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Spotlight Interview: Kamilah Foreman, 2021 NMPS Chair

Kamilah shares her thoughts on the upcoming conference, her work-from-home set up, tips for aspiring museum publishers, and more.

Kamilah Foreman

On Friday, November 13, 2020, incoming NMPS Chair Kamilah Foreman and director of publications at Dia Art Foundation shared her thoughts in a quick interview. In twenty minutes, Foreman fields questions on the upcoming conference, her work-from-home set up, tips for aspiring museum publishers, and book recommendations.

Kamilah Foreman and Nikki Yagoda screenshot of Zoom interview

Spotlight Interview with Kamilah Foreman

Interview transcript with Kamilah Foreman and Nikki Yagoda.

When did you first hear about the University of Chicago Graham School?

Probably sometime between 1997 and 2001 when I was an undergrad at what we then called UofC before the UChicago rebranding.

When did you first hear about the National Museum Publishing Seminar?

Probably around 2007 right before the conference was in Chicago in 2008. Back then I was an editor at the Museum of Contemporary Art in Chicago.

What's your top priority for NMPS 2021?

Definitely greater access and inclusion. Last year’s pivot to digital brought in so many more people, and I would love to see those people involved on the planning committee, proposing sessions, lightning rounds and for those sessions to get approved and shown at the conference. We can continue to grow who's a part of this community, and it would be really lovely to see people from smaller institutions where there's maybe a department of one or two, people from outside the continental united states, more professionals of color, and (certainly because we tend to be very dominated in the visual arts) people from historical societies or science museums. One of my favorite people to meet at the last conference was someone who works for a parks department.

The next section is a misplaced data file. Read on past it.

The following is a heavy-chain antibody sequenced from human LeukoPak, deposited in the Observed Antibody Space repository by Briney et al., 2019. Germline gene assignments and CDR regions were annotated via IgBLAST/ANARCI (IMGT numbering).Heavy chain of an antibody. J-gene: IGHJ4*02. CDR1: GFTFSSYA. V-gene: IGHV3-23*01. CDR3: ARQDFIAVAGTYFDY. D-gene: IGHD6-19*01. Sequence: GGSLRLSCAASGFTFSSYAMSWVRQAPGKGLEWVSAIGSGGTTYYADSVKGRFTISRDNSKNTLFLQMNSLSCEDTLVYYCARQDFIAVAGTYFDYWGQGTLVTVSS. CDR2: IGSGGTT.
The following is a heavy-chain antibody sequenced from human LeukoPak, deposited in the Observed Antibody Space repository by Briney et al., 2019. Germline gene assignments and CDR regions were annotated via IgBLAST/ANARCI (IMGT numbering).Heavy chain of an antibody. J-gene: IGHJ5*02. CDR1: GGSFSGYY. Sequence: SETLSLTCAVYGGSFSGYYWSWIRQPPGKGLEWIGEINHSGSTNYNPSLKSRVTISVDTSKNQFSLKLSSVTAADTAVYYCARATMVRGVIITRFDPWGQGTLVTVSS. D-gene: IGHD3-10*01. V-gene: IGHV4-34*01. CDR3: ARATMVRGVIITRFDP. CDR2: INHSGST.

What did you enjoy most about serving on the 2020 planning committee?

I most enjoyed working with other planning committee members and what I learned from them. It was a good mix of people, some of whom were new like me to the planning committee and had only attended a couple of conferences and some were people who'd gone to several NMPSes and have been on the planning committee beforehand.

What was really cool is (and this is a little bit meta), but my job as a publisher is to think about how we talk to the public about something, and my job as a member of a planning committee is to think about how we talk about the work that we do to a group of people who think about how we talk about things to the public and that actually was kind of a fascinating thing to learn.

Describe your work from home set up.

So a funny thing happened on March 13th—a funny thing happened to a lot of people—but for me this room used to be a second bedroom where my youngest sister lived. She moved out three days before lockdown on March 13th so this room is now a living room, which meant that the combined dining room/living room could be converted into a combined dining room/office. 

I’m also quite lucky in that Dia gives me a laptop so I can keep all work business on a separate machine. In the mornings I come in and I open up that machine, pull out my notebooks, my pens and (because I’m an editor) my number two pencil and my eraser, and I work at my great grandmother's kitchen table. When it's time to eat, I put the office away, and when it's time to go back to work, I pull the office out. And at the end of the day I close the office down because that's where I eat again and I have to put the office away for the evening and for weekends, and that has really helped my mental health.

What's your best quarantine tip?